WASHINGTON (REUTERS) - The United States said on Tuesday that an arbitration court ruling that China has no historic title over the waters of the South China Sea should be treated as final and binding and not as a reason to raise tensions.
"We certainly would urge all parties not to use this as an opportunity to engage in escalatory or provocative action,"White House spokesman Josh Earnest told reporters in a briefing aboard Air Force One.
The Permanent Court of Arbitration in The Hague announced its ruling on Tuesday that there was no legal basis for China to claim historic rights to resources within much of the South China Sea, which has been subject to territorial disputes by several countries.
China, which boycotted the hearings at the court, vowed again to ignore the ruling and said its armed forces would defend its sovereignty and maritime interests.
Earlier, US State Department spokesman John Kirby termed the court's decision "an important contribution to the shared goal of a peaceful resolution to disputes in the South China Sea".
"The United States expresses its hope and expectation that both parties will comply with their obligations," Kirby said.
China claims most of the energy-rich waters through which about US$5 trillion in shipping trade passes every year. Neighbours Brunei, Malaysia, the Philippines, Taiwan and Vietnam also have claims.
Daniel Kritenbrink, US President Barack Obama's top Asia policy advisor, said that Washington had "no need or interest in stirring tension in the South China Sea" as a pretext for involvement in the region.
Kritenbrink, who is the senior director for Asia affairs at the National Security Council, made clear that Washington did not fear China's rise, "nor do we seek to use the South China Sea to thwart it". "... we will not turn a blind eye to this important waterway in return for cooperation elsewhere in the world," he added.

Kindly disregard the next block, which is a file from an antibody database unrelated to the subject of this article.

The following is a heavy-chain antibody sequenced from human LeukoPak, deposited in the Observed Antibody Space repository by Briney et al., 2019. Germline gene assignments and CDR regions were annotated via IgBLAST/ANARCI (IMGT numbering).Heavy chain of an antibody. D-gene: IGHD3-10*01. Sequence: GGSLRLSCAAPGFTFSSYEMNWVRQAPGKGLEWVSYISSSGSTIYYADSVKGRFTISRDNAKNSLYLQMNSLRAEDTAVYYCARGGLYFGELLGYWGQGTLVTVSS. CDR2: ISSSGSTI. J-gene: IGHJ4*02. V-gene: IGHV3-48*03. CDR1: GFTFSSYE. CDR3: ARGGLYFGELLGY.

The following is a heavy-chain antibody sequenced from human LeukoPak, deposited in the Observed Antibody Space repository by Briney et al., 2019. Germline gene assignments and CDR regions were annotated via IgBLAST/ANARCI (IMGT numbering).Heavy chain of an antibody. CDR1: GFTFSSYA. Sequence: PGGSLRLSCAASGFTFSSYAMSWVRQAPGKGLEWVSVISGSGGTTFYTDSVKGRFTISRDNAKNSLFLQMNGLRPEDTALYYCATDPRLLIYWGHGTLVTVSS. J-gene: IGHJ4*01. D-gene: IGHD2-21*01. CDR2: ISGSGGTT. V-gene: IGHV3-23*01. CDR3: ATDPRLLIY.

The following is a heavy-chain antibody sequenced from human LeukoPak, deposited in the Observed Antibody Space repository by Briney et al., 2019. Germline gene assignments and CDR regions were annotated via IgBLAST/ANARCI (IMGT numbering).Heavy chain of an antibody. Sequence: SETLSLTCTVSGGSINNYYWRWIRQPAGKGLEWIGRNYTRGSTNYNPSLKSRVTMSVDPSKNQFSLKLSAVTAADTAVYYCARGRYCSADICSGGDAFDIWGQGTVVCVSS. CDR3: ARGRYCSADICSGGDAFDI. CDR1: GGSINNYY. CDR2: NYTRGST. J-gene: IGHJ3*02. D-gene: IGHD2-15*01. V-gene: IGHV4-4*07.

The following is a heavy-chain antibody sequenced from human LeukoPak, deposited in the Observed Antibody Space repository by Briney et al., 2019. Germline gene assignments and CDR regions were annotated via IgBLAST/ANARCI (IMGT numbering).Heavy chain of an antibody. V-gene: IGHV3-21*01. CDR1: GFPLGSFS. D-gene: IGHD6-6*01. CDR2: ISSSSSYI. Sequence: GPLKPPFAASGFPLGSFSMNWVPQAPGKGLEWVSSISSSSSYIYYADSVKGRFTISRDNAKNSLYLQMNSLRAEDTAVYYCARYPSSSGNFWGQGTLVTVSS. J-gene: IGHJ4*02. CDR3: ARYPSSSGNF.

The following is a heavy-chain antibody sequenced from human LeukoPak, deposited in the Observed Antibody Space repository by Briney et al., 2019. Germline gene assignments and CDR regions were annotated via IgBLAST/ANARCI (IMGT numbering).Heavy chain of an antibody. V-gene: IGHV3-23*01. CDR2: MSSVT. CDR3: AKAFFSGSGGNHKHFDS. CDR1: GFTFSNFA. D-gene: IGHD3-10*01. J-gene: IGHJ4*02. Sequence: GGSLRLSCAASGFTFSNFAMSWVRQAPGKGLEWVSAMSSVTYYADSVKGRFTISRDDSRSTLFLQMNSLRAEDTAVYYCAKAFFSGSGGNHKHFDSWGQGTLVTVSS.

US Senator John McCain, chairman of the Senate Armed Services Committee, and fellow Republican Dan Sullivan issued a statement encouraging other claimants, including Vietnam, to seek similar resolution of maritime disputes through arbitration and negotiation.
"China faces a choice: China can choose to be guided by international law, institutions, and norms. Or it can choose to reject them and pursue the path of intimidation and coercion,"they said.
The senators said the United States should be "regularly challenging China's excessive maritime claims" through air and warship patrols and make clear the US interest in preventing Chinese militarisation of strategic features such as Scarborough Shoal.
Sullivan, who has been involved in negotiations with China in the past, told the Centre for Strategic and International Studies that Washington also needed to maintain a favourable military balance in the Asia-Pacific "that secures our enduring interests, upholds our treaty commitments and safeguards open seas and open commerce".
Peter Navarro, an economics professor and China adviser for presumptive Republican Party candidate Donald Trump in the Nov 8 presidential election, called on all parties to respect the court's decision.
"It's important to reiterate that freedom of navigation and overflight is a key principle of the international rules-based order and it should be respected by all parties," Navarro said.